“When I feel this fog rolling in on me, I light fires of affection in the hearts of others. I tell them in tangible ways how the life they live makes me live mine differently, how precious and important they are to the rest of us. That fire then becomes like a beacon which burns through the grey and which I can sail towards.” –Toko-pa Turner


It’s good to leave each day behind,
like flowing water, free of sadness.
Yesterday is gone and its tale told.
Today new seeds are growing.
—Rumi

The Lore of The Lady

Art by Mockingbird+AI

On the night before Brigid’s Day, they say, hang a cloth out of doors, where The Lady, when she passes by, will touch it. Then in the coming year that cloth may be a comfort wrapped arounda sore throat or aching head.

Oh, I know science, and I listen hard to those who know it better than me, but I also know comfort, and a star-kissed, moon-kissed, chill-kissed scarf left out on the night of The Lady would indeed be a comfort as I sip my lemon tea with honey.

And so a blessed Imbolc night to you.

May your hearth be warm and cozy.

May you and your beloveds be hale and healthy and hearty.

And may your words be wise and well-chosen.

A red scarf to wind about my neck for comfort.

Gratitude List:

  • A great bunch of students in my classes this semester.
  • Courses that offer me a creative outlet.
  • I slept for 8 hours straight last night.
  • Salmon patties for supper, with spinach and refried beans.
  • You, and you, and you!

May we walk in Beauty!

“ In the dark times, will there also be singing?Yes, there will be singing.About the dark times.” —Bertolt Brecht


“No need to hurry. No need to sparkle. No need to be anybody but oneself.” —Virginia Woolf


One of the old names for today is Candlemas, when we acknowledge how the light has been within us all along, how much light we have to offer. Take stock of your candles. What is the small flame that you can offer the world in this moment? What is the fuel that you share?Perhaps you are already doing it–tending daily to children or calling your senators, teaching teenagers to ask discerning questions or planting seeds for the crops that will feed your neighbors, healing bodies, gathering friends, listening. Today, this week, this month, do that work like a prayer, like a magic spell. Do it with intention, knowing that your work is changing the world, that what you do is fighting the forces of wanton destruction and power-mongering. —Beth Weaver-Kreider, Mockingbird Chronicles, Feb 2020


We are not alone. You are not alone. Reach out. Take hands. Build the webs. Ask for help, and be the helper.Let’s situate ourselves so that we are always ready–strong enough, centered enough, grounded enough–to step up and do the work of love and compassion and justice, to stand up, to stand between, to risk, to raise our voices, to be the fierce and defiant hope for the future we want to create. —Beth Weaver-Kreider, Mockingbird Chronicles, Feb 2020

Synaesthesia

Last night, I had a bizarre synaesthesia dream in which I could see the colors and patterns of pain. My heel was throbbing, and with each pulse of pain, a different square square would appear in front of me, almost like a square of fabric, with colors and patterns. As the pain changed, the colors changed, and focusing on the images made the pain less intense.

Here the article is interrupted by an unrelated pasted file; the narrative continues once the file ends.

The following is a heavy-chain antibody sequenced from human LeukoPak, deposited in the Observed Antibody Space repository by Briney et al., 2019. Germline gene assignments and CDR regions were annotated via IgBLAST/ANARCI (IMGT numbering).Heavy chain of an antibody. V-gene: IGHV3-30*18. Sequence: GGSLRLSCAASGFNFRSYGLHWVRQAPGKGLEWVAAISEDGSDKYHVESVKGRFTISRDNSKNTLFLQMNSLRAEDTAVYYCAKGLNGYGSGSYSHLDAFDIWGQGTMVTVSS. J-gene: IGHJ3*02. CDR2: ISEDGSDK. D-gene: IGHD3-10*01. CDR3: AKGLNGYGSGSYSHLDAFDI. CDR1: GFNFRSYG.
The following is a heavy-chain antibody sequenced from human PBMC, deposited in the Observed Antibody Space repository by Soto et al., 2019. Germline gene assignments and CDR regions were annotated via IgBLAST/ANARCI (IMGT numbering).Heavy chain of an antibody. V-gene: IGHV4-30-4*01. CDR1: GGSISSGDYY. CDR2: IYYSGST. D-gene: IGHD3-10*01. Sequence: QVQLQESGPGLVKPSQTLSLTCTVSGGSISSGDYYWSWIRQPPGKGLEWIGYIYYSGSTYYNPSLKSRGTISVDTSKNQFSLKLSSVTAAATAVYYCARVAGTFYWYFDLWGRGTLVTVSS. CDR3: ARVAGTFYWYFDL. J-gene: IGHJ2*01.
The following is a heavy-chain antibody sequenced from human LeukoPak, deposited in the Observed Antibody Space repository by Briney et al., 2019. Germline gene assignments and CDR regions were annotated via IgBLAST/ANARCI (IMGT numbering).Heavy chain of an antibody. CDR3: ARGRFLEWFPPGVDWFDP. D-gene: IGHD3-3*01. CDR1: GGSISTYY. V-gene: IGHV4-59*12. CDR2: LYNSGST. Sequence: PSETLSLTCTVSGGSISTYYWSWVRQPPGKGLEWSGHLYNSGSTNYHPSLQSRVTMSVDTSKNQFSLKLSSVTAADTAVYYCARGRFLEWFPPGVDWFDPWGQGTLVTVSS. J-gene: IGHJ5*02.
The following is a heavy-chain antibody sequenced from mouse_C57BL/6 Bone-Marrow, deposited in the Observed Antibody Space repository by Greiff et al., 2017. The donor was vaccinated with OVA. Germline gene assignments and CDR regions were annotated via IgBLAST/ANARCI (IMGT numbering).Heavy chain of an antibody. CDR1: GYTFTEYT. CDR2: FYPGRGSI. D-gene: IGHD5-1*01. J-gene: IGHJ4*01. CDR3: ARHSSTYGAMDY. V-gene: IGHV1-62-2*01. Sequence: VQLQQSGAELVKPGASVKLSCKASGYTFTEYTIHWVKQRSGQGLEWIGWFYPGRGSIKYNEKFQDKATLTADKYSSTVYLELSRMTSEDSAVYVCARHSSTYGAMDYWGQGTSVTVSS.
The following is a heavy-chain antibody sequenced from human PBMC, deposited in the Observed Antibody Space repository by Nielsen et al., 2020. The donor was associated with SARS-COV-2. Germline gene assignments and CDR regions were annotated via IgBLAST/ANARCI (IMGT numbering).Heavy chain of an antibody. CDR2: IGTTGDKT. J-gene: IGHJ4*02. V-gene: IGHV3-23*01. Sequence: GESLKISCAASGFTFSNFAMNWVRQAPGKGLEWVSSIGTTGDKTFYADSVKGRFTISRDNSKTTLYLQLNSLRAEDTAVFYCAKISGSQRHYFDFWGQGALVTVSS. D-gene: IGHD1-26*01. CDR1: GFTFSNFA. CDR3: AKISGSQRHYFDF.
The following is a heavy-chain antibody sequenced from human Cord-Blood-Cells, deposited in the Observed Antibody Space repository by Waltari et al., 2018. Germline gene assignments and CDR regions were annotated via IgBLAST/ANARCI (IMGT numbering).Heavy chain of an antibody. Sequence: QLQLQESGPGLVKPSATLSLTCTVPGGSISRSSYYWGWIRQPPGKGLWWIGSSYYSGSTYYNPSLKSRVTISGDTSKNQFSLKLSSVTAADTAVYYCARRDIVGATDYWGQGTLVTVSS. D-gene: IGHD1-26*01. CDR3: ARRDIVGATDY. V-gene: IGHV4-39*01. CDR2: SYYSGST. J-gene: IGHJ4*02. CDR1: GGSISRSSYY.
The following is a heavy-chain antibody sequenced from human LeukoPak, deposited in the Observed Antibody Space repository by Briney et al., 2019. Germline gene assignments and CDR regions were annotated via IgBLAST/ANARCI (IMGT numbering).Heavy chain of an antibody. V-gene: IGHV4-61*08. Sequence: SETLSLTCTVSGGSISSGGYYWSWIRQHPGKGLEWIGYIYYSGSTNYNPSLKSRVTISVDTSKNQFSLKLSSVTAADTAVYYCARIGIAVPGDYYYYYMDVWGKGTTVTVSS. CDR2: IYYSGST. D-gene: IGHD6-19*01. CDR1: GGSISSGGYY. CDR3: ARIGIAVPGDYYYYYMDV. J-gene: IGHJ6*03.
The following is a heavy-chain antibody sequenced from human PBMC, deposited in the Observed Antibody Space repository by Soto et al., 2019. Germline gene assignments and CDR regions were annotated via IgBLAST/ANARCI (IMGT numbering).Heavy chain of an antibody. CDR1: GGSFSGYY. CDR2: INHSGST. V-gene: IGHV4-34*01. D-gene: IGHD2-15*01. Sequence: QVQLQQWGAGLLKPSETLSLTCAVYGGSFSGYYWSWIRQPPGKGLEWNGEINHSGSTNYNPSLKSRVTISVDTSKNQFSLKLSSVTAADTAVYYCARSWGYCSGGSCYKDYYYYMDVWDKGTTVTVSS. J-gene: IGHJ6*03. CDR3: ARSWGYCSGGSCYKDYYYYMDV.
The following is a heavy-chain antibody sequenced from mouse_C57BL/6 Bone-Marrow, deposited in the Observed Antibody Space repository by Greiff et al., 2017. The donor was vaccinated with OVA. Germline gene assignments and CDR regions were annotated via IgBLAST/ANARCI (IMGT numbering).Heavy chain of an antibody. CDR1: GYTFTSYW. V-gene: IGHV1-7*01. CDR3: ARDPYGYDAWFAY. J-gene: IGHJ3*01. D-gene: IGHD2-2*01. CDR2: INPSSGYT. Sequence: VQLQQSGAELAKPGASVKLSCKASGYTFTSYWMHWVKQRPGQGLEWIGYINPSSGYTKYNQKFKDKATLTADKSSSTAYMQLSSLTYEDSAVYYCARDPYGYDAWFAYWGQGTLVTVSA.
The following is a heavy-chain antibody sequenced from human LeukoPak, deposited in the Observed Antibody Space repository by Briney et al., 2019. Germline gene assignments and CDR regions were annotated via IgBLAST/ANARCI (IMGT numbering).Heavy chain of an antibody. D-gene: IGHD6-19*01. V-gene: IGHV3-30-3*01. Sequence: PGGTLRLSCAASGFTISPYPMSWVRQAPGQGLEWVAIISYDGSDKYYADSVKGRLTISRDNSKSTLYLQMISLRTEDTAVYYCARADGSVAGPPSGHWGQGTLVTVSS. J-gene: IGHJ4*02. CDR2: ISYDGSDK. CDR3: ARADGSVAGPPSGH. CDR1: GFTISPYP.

When I woke up, my heel was actually aching. The pain that I live with is not intense or debilitating. It’s mostly just the aches and pains of aging. I go through cycles when I feel like everything is inflamed, and then long months of low-grade aches. I’m not spending a great deal of time thinking or worrying about the aches lately, so the dream is interesting, perhaps just a manifestation of the momentary sensations. But I’m really grateful for the crossing of senses that the dream offered me.


Gratitude List:

  • Shiny new semester with a clean slate.
  • Color
  • Chicken corn noodle soup for supper with crusty rolls, and Jon who made it
  • Three day week
  • Cats

Daughter, the songs of women

are the first words of children

—Abby E. Murray, in Rattle Magazine

*****

“Our vitality is inextricably bound up with creativity. Like a tree whose expression is fruit, giving our gifts is what keeps life pushing through our veins. It’s what keeps us feeling alive. As anyone who has strayed too far from their creativity knows, without it every corner of one’s life can fall prey to a terrible greying spread. As Kahlil Gibran writes about trees in an orchard, ‘They give that they may live, for to withhold is to perish.” —Dreamwork with Toko-pa

******

“If we want children to flourish, to become truly empowered, then let us allow them to love the earth before we ask them to save it. Perhaps this is what Thoreau had in mind when he said, “the more slowly trees grow at first, the sounder they are at the core, and I think the same is true of human beings.”

—David Sobel

*****

“We must rapidly begin the shift from a “thing-oriented” society to a “person-oriented” society. When machines and computers, profit motives and property rights are considered more important than people, the giant triplets of racism, materialism, and militarism are incapable of being conquered.” ―Martin Luther King Jr.

*****

Ursula LeGuin, in the Introduction to The Left Hand of Darkness:

The artist deals with what cannot be said in words.

The artist whose medium is fiction does this in words. The novelist says in words what cannot be said in words.